Mark: Yurakusoan, a traditional Japanese-style inn in the Jozankei hot springs village of southern Sapporo was also spectacular. It isn’t far from Sapporo Kokusai Ski Resort, and I loved looking out at the snowy scenery as I relaxed in the natural waters of the outdoor bath after a day of skiing.

Rory: I think only Sapporo has so many different kinds of places you can stay, whether in the heart of the city, or places with hot springs, there were so many fun things to do that added some really nice color to our trip!

Sapporo is a great place for nightlife after a day on the slopes!

Mark: Bar hopping in the evenings was a blast! The staff at OMO3 in the Susukino neighborhood of Sapporo were really knowledgeable about places to check out in the area, which they said has over 3,500 bars and restaurants! The area, itself, isn’t actually all that big, so there were lots of places we could go without venturing too far from the hotel. Rory and I had sushi, sukiyaki, shabu-shabu and some other traditional food, then toured the izakayas and bars of the city. The city really came alive at night!

Rory: We came for skiing, but the evenings we spent in Sapporo trying Japanese food ended up being a really fun part of our trip. We had sukiyaki, which is a traditional dish where thin slices of meat are cooked in a pot then dipped in raw egg. I’d never had it before, but I’m completely obsessed with it now! At the end of the meal, we cooked udon noodles in the pot, and that was really good, too!

We also went for sushi. Everything the chef made was delicious, and I really enjoyed talking to them during the meal. I love sake, so I drank a lot—it really goes with Japanese food, you know?

The premium service makes Sapporo a snow resort city

Mark: The hospitality in Sapporo is fantastic. Even restaurants that look pretty ordinary at first glance have food that looks and tastes amazing. I was impressed by every meal, and everyone was so kind and welcoming!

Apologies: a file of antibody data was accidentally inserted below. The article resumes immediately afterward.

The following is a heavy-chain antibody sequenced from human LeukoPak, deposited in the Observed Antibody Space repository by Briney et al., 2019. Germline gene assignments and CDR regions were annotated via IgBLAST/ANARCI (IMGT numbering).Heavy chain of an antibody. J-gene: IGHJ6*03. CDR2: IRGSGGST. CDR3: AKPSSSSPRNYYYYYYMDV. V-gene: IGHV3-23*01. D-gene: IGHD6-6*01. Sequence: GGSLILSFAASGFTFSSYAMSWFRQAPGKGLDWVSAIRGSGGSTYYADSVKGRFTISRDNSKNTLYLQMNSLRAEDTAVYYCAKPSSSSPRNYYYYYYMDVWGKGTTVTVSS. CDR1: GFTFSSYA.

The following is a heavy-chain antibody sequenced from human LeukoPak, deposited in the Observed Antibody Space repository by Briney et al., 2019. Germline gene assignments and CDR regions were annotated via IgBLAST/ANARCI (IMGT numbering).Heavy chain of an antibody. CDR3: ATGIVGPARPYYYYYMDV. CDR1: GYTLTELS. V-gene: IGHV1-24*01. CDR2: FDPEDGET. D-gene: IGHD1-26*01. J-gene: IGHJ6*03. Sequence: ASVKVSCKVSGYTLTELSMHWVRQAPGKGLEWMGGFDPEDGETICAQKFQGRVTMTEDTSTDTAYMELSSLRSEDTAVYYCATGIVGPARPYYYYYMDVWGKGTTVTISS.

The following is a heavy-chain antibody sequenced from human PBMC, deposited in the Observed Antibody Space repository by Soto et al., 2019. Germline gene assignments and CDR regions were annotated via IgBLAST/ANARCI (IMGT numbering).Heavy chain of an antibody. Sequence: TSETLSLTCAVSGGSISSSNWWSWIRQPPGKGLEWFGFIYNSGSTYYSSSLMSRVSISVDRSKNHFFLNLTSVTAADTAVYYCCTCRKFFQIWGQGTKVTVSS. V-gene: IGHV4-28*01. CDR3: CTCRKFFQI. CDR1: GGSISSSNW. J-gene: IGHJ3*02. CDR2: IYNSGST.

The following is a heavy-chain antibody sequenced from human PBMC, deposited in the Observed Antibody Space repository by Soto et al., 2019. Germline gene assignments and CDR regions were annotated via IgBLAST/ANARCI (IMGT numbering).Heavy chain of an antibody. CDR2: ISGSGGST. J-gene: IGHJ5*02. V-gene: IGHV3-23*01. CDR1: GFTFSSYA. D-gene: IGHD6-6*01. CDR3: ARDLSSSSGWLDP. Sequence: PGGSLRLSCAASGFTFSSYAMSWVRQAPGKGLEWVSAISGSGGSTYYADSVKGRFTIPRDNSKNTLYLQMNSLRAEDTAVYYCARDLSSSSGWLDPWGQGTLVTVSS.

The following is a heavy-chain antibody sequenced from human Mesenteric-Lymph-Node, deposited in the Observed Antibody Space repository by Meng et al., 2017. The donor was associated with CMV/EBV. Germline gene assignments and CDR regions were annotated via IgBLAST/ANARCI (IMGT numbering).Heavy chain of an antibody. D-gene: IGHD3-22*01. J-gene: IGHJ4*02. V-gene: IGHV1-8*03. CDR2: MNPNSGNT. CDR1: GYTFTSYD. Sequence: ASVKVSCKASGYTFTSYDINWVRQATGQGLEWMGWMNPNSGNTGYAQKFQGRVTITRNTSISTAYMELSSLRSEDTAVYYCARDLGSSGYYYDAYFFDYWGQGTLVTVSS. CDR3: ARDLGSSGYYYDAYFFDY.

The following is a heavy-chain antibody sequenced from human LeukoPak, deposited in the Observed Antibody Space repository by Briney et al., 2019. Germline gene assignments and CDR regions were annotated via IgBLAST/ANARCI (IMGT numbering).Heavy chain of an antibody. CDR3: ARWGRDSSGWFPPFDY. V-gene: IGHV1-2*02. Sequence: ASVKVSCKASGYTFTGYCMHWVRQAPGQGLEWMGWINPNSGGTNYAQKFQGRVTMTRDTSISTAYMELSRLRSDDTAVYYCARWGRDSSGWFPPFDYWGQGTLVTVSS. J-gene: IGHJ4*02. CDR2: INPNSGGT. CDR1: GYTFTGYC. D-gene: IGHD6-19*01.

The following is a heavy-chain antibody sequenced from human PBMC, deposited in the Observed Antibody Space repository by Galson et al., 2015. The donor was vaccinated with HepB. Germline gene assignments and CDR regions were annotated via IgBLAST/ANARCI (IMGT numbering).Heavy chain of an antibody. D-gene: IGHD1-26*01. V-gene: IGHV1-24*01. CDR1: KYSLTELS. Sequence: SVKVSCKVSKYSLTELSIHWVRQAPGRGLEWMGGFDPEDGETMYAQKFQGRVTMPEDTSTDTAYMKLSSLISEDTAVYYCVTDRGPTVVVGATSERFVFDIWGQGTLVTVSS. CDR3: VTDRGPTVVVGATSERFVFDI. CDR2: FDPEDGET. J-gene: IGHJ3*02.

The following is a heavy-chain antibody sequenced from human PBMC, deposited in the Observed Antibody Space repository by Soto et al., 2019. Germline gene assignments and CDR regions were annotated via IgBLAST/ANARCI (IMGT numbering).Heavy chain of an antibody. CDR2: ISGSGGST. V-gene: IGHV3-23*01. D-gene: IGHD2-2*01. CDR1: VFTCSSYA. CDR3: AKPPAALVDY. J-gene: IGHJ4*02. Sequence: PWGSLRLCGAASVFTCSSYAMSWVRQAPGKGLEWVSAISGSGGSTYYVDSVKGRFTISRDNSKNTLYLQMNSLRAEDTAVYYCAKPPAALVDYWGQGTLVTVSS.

I’m so jealous of people that get to live here—it has everything you could want—skiing and all the fun of a city.

The quality of the snow in Hokkaido is incredible, but that said, I really can’t recommend the Sapporo enough if you’re coming to the area.

Rory: I agree with Mark. Everyone in Sapporo was calm and friendly, from the slopes to the city, everyone we met was great!

Our trip was packed—I couldn’t believe that we had such great skiing and such awesome nightlife all in one day. I can’t wait to do it all again exactly the same way next time I visit!

Internationally renowned Finnish snowboarders Eero Ettala and HP Parviainen travel to Sapporo for the JAPOW experience of a lifetime.

Enni is an Olympic medalist who has been to nearly all the world`s snow destinations. Alongside her photographer partner, she explores Sapporo for the first time, mixing the days of snowboarding with culinary delights and onsen relaxation.

Hailing from Italy and the UK, Mauri and Aaron are a pair of photographers and writers, as well as international skiers always looking for their next adventure. In Sapporo, they go deep into in the ski slopes and enjoy Japanese culture in the city.

Mike is a fashion entrepreneur and pro snowboarder who often comes to Japan for business. But this time he came to Sapporo solo to play in the expansive backcountry areas and enjoy the city life.